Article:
I just realized it’s been quite a while since I wrote my last blog post. I’ve been on the road traveling and had no Internet access or even a TV. I think the last time I did this was years ago when I was backpacking through New Zealand. I didn’t exactly do it on purpose, but the places I stayed didn’t have either one.
Funny, I did have a phone, but no one called me all week. I was already getting to the point that I thought many people have stopped connecting to each other. And after stepping back and watching the world go by in my week without TV or Internet I realized I was right.
You would think by the way I’m talking that I was on a mountaintop in Siberia, but no, it was New York City, Washington, D.C. and places in between. I stayed in B and Bs and hotels in the middle of nowhere with no Internet access and bad cable reception.
I took more planes, trains and buses in a week than I’ve taken all year long. I had numerous hours to people watch. Even when couples were together they were both texting non-stop. I couldn’t help but wonder who they were texting that was more interesting than the person they were with. Or maybe they were texting each other. This went on at restaurants too. I was especially impressed with the people who could dodge NY traffic while texting and not run into a lightpost.
The first couple of days without email was weird. I felt disconnected to the world. The same with the TV. I have gotten used to the drone of it in the background, even when I’m not watching it. It still makes me feel like there are people around and I can check it occasionally to see what’s going on in the world. What was amazing is how much can change in a week.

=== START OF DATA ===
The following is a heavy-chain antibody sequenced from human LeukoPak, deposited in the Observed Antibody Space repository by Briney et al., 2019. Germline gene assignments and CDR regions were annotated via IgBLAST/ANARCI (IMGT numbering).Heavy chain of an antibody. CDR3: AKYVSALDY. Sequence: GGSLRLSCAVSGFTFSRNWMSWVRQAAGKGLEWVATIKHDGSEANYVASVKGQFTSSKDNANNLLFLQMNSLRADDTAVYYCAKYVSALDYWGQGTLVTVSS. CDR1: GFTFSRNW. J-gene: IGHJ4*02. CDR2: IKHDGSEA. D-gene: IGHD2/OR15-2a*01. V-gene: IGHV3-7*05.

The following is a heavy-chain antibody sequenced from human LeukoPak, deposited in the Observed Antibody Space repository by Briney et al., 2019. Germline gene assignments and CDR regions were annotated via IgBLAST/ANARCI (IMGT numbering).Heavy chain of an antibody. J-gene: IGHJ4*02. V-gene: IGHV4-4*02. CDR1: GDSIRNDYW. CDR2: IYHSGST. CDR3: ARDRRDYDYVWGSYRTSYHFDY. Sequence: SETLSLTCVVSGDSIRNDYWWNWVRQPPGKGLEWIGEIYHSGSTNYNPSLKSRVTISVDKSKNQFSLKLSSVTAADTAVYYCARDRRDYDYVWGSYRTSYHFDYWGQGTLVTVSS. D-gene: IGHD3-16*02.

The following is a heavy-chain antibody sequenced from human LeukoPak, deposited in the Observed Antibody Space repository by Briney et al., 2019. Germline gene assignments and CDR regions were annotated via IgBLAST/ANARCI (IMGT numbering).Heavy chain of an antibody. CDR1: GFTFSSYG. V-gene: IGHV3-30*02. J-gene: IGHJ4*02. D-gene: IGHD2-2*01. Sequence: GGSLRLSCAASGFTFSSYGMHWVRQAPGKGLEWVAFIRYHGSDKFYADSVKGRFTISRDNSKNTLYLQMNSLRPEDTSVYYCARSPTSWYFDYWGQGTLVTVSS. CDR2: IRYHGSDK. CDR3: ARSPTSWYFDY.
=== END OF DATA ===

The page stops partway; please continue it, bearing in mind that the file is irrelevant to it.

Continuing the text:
After a few days of Internet and TV detox I felt like I had to start connecting with others. That’s when I started making an effort to talk to strangers. Most people loved the fact that a perfect stranger was taking an interest in them and really, really listening. And because I was open to it I heard some great stories.
A woman on the bus told me that she had just gotten back from Maine where she spent the month cleaning out her mother’s house after her death. Apparently some burglars had broken into the vacant house and left the door open. There was nothing for the burglars to steal, but a family of wild raccoons saw it as an oasis in the middle of the forest. They clawed up everything in sight and were worse than a frat party gone wild.
When the woman got to the house she said she kept hearing footsteps in the attic and in between the walls. See, the backstory here was that the burglars were after some gold that was suppose to be hidden somewhere in the house. And they had knocked down part of the wall looking for it. Whether they found it or not, nobody knows.
Another woman on the plane told me she was on her way to a doggie wedding. She had pictures of the “bride and groom” on her cell phone and had a present of treats and bones to give the newly married couple.
Then I walked down to the village in NY to see a play without knowing anything about it. When I told the lady at the box office I just picked it because I liked the name, a lady behind me thought they was interesting, because she had done the same thing. Neither one of us had a clue what it was about. She invited me to sit with her wild, Bohemian friends so I wouldn’t have to be alone.
After a week of being shut off from the world in one way, I can say that I learned to connect in another. I would definitely suggest doing it for at least a week. Connect with the world face to face. Really listen and observe. Make new friends. And see things in a different way.